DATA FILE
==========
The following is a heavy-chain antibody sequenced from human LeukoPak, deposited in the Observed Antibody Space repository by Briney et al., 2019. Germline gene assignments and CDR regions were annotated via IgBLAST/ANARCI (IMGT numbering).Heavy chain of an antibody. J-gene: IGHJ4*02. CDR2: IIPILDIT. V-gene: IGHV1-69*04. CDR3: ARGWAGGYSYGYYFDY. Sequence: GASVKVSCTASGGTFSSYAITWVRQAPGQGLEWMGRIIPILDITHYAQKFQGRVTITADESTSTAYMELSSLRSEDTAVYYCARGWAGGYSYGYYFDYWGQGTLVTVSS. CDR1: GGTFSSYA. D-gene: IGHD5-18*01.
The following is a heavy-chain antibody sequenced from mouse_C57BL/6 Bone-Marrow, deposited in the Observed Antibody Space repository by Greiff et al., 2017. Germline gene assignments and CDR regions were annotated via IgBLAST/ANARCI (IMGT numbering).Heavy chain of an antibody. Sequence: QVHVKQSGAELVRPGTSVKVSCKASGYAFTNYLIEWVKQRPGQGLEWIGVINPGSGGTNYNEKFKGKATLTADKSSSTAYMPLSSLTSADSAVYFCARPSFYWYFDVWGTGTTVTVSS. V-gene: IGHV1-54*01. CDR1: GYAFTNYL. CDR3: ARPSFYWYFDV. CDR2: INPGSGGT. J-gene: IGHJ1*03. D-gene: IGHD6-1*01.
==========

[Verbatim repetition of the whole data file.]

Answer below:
The following is a heavy-chain antibody sequenced from human LeukoPak, deposited in the Observed Antibody Space repository by Briney et al., 2019. Germline gene assignments and CDR regions were annotated via IgBLAST/ANARCI (IMGT numbering).Heavy chain of an antibody. J-gene: IGHJ4*02. CDR2: IIPILDIT. V-gene: IGHV1-69*04. CDR3: ARGWAGGYSYGYYFDY. Sequence: GASVKVSCTASGGTFSSYAITWVRQAPGQGLEWMGRIIPILDITHYAQKFQGRVTITADESTSTAYMELSSLRSEDTAVYYCARGWAGGYSYGYYFDYWGQGTLVTVSS. CDR1: GGTFSSYA. D-gene: IGHD5-18*01.
The following is a heavy-chain antibody sequenced from mouse_C57BL/6 Bone-Marrow, deposited in the Observed Antibody Space repository by Greiff et al., 2017. Germline gene assignments and CDR regions were annotated via IgBLAST/ANARCI (IMGT numbering).Heavy chain of an antibody. Sequence: QVHVKQSGAELVRPGTSVKVSCKASGYAFTNYLIEWVKQRPGQGLEWIGVINPGSGGTNYNEKFKGKATLTADKSSSTAYMPLSSLTSADSAVYFCARPSFYWYFDVWGTGTTVTVSS. V-gene: IGHV1-54*01. CDR1: GYAFTNYL. CDR3: ARPSFYWYFDV. CDR2: INPGSGGT. J-gene: IGHJ1*03. D-gene: IGHD6-1*01.